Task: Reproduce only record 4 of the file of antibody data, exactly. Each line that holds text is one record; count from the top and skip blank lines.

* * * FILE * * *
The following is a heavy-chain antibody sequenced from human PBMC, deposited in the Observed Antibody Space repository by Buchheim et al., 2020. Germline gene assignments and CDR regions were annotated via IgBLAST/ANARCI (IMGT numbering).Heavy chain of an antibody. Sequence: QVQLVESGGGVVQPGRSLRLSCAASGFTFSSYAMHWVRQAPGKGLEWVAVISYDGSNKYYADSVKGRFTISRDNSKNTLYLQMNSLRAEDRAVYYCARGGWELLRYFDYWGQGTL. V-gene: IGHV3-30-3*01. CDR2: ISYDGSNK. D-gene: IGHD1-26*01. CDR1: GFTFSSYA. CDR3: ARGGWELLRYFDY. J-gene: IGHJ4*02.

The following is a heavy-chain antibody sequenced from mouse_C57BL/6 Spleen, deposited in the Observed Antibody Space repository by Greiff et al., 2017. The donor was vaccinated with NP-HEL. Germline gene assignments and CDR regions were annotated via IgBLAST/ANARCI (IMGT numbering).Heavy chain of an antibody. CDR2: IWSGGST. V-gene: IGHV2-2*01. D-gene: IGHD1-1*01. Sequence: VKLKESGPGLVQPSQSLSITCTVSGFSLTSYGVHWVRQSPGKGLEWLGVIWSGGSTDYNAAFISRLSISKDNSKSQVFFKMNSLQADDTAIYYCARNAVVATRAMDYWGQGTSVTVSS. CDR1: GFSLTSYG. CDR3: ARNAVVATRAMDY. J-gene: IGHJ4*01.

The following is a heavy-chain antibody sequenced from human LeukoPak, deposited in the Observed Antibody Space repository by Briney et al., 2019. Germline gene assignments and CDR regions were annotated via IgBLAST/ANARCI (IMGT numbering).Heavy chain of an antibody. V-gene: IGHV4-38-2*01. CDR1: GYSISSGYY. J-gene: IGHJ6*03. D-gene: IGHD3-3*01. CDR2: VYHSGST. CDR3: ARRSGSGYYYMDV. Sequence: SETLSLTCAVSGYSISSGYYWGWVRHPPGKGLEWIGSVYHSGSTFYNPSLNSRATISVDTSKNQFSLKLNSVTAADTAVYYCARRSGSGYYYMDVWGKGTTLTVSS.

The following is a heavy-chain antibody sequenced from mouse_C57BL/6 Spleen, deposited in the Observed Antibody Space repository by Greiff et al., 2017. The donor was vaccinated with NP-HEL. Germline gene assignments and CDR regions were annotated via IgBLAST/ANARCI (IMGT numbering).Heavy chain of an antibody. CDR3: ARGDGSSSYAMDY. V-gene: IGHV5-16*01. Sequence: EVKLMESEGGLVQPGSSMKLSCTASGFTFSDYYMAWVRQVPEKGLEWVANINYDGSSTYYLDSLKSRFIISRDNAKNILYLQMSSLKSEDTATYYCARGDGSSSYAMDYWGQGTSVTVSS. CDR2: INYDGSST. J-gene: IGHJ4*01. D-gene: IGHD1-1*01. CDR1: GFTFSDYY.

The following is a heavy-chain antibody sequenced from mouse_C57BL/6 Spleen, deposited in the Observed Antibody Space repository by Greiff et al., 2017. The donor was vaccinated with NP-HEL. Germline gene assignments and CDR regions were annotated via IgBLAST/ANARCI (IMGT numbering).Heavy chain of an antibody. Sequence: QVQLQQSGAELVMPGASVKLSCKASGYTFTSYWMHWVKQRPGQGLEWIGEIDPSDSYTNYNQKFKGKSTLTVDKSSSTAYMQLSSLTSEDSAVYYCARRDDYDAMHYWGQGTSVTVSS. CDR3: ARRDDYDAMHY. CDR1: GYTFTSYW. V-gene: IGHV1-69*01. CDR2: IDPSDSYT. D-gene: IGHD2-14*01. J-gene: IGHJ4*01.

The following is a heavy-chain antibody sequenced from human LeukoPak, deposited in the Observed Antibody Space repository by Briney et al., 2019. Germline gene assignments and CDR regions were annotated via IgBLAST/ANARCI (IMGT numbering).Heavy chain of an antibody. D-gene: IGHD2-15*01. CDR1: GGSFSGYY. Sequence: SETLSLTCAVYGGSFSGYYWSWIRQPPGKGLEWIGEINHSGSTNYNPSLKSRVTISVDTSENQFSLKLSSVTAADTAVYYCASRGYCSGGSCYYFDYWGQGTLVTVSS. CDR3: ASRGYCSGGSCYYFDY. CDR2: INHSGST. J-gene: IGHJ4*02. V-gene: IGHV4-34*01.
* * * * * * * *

The following is a heavy-chain antibody sequenced from mouse_C57BL/6 Spleen, deposited in the Observed Antibody Space repository by Greiff et al., 2017. The donor was vaccinated with NP-HEL. Germline gene assignments and CDR regions were annotated via IgBLAST/ANARCI (IMGT numbering).Heavy chain of an antibody. CDR3: ARGDGSSSYAMDY. V-gene: IGHV5-16*01. Sequence: EVKLMESEGGLVQPGSSMKLSCTASGFTFSDYYMAWVRQVPEKGLEWVANINYDGSSTYYLDSLKSRFIISRDNAKNILYLQMSSLKSEDTATYYCARGDGSSSYAMDYWGQGTSVTVSS. CDR2: INYDGSST. J-gene: IGHJ4*01. D-gene: IGHD1-1*01. CDR1: GFTFSDYY.